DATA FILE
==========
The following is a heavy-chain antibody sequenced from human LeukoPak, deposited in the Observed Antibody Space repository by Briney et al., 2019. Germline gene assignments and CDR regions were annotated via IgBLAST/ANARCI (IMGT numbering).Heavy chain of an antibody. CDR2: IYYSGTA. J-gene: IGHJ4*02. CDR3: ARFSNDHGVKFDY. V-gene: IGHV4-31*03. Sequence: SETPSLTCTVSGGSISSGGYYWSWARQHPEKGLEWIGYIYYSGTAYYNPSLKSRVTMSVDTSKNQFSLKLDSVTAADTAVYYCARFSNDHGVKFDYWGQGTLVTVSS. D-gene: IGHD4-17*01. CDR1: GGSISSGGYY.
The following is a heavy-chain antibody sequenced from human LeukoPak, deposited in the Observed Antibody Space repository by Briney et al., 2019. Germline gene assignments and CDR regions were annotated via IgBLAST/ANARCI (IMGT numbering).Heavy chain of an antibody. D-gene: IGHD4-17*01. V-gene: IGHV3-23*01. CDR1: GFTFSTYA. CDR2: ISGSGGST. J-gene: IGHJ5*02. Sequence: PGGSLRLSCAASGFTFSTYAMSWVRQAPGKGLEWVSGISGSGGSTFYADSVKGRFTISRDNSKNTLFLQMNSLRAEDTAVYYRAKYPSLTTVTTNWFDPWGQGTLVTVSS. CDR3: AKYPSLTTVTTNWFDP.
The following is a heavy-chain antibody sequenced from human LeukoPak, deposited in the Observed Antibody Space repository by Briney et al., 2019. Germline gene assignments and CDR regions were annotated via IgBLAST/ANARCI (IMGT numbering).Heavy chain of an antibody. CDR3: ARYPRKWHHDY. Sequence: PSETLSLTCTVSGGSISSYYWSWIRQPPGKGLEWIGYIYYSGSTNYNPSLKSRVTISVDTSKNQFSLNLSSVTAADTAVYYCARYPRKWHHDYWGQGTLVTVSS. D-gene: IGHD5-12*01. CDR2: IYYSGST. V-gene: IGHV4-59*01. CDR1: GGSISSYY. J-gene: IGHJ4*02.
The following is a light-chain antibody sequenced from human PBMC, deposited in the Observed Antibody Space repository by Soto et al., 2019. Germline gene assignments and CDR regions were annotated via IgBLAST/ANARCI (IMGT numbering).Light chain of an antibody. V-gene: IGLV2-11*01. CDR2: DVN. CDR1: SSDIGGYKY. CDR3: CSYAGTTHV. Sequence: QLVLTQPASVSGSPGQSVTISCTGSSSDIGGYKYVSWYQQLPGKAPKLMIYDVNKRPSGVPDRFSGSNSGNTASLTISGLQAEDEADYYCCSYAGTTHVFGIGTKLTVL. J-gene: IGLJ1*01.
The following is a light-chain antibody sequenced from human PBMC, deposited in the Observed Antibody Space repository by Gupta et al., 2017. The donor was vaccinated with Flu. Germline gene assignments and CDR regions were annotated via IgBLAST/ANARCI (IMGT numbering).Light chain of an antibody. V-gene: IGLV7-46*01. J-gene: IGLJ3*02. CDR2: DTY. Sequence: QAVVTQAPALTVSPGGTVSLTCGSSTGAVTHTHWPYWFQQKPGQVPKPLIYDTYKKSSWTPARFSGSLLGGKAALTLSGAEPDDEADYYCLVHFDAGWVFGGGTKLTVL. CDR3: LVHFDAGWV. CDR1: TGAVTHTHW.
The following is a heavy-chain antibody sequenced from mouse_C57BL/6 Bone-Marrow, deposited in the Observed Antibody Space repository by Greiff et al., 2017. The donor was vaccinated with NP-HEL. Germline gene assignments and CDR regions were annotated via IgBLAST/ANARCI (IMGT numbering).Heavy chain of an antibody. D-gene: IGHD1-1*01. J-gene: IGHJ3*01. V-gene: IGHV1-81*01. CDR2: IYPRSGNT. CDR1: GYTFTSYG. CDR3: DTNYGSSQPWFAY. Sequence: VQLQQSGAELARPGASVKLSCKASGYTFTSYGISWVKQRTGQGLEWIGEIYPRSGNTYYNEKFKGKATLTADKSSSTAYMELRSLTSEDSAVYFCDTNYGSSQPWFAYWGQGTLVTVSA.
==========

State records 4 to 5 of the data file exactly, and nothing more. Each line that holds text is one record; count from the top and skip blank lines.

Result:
The following is a light-chain antibody sequenced from human PBMC, deposited in the Observed Antibody Space repository by Soto et al., 2019. Germline gene assignments and CDR regions were annotated via IgBLAST/ANARCI (IMGT numbering).Light chain of an antibody. V-gene: IGLV2-11*01. CDR2: DVN. CDR1: SSDIGGYKY. CDR3: CSYAGTTHV. Sequence: QLVLTQPASVSGSPGQSVTISCTGSSSDIGGYKYVSWYQQLPGKAPKLMIYDVNKRPSGVPDRFSGSNSGNTASLTISGLQAEDEADYYCCSYAGTTHVFGIGTKLTVL. J-gene: IGLJ1*01.
The following is a light-chain antibody sequenced from human PBMC, deposited in the Observed Antibody Space repository by Gupta et al., 2017. The donor was vaccinated with Flu. Germline gene assignments and CDR regions were annotated via IgBLAST/ANARCI (IMGT numbering).Light chain of an antibody. V-gene: IGLV7-46*01. J-gene: IGLJ3*02. CDR2: DTY. Sequence: QAVVTQAPALTVSPGGTVSLTCGSSTGAVTHTHWPYWFQQKPGQVPKPLIYDTYKKSSWTPARFSGSLLGGKAALTLSGAEPDDEADYYCLVHFDAGWVFGGGTKLTVL. CDR3: LVHFDAGWV. CDR1: TGAVTHTHW.